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Team Talks: Community Engagement

This week Harena Randrianasolo, our Social Media Specialist, interviewed our Community Engagement Coordinator, Rovahasina Ralaindimby, about Operation Fistula’s community outreach and engagement work.
Rova has been working with Operation Fistula since 2020, and leads and manages our community outreach officers in their mission to visit communities and find patients in need of care. In the below Q&A, she shares some insights into what this work entails, and what it means to her.
Tell us about the typical journey our outreach workers take in order to reach a community. What are the challenges?
Typically, we spend the first two days traveling by taxi-brousse — Madagascar’s public transportation system. This gets us as far as we can go on the main roads. You’re sharing space on a bus with lots of other people, other animals — some sheep, usually!
Once we get as far as the taxi-brousse goes, we either hop on the back of a motorbike or finish out the rest of the journey on foot. This might be a full day of walking — 20 kilometers or so. And in rainy season, that means walking through knee-high “puddles” or trudging through mud. Motorbikes can’t pass through on those conditions, so we use our feet! Sometimes we will hitch a ride on a little pirogue — a wooden raft that floats on empty plastic canisters.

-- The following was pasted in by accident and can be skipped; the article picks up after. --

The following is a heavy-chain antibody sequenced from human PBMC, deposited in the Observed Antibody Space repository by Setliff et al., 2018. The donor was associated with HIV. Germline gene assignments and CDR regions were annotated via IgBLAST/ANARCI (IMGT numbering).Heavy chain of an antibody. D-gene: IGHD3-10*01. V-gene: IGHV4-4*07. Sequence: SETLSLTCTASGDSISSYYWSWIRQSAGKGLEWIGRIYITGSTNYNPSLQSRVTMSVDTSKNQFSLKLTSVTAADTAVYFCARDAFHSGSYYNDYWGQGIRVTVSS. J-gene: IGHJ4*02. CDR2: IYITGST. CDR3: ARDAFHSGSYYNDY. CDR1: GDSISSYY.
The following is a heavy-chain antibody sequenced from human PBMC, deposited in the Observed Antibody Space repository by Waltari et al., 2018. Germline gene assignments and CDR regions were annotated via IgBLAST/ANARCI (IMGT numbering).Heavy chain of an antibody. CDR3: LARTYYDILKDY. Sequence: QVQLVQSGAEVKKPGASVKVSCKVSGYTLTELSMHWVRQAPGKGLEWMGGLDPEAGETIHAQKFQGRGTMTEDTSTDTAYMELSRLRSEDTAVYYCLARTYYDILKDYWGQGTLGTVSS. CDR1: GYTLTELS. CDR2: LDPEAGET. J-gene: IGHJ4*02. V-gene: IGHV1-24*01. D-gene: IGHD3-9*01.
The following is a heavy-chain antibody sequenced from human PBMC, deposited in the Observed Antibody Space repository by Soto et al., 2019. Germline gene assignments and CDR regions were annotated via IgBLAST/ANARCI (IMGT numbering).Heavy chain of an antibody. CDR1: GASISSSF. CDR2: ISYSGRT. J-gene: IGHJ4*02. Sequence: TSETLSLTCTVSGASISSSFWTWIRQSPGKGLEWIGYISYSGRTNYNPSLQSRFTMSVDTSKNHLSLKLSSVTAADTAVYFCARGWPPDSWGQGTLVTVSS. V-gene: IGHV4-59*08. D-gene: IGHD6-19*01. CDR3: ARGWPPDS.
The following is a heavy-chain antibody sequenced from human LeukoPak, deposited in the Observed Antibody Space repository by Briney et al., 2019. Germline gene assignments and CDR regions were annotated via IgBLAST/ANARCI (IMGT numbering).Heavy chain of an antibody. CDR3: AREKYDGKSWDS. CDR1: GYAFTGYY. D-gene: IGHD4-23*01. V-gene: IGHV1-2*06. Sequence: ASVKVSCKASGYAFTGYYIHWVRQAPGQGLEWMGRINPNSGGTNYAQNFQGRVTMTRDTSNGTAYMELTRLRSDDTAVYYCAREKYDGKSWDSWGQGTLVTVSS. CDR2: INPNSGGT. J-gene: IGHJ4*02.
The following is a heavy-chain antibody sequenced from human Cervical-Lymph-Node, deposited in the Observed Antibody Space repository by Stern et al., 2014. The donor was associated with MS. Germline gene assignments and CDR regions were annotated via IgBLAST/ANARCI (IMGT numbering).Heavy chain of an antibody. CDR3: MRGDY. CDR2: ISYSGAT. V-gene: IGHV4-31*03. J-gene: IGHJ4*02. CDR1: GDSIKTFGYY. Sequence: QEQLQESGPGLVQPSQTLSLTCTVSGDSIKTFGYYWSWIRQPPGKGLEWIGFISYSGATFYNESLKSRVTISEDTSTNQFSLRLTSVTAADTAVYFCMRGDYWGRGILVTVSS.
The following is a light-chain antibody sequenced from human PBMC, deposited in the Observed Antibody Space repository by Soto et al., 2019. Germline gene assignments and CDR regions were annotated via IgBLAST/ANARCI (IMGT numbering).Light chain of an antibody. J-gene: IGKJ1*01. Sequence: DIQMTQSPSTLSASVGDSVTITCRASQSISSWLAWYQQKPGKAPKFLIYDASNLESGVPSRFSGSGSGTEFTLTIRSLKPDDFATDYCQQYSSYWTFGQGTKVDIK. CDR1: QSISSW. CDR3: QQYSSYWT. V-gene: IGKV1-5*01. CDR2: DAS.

We don’t pack much gear, because we know that everything we bring we’ll have to carry on our backs. Most of the communities we work in lack electricity, or even small hotels, so we rely on the generous hospitality of community leaders. We bring sleeping bags and stay in the little wooden huts some people have next to their houses.
Rova looks out over a river while on a community outreach mission

In your experience, why is community engagement such an important part of our program?
Our approach to community engagement has been designed to address the following basic barriers to care:
  • Women with fistula do not know that their suffering is caused by an injury that can be treated.
  • Communities do not know what fistula is or why it happens. They see women with the injury as cursed, or unclean, shunning them from society, and they don’t know the actions that can be taken to prevent fistula.
  • Most women with fistula live in very isolated places that are unmapped, very difficult to reach, and far from the health system.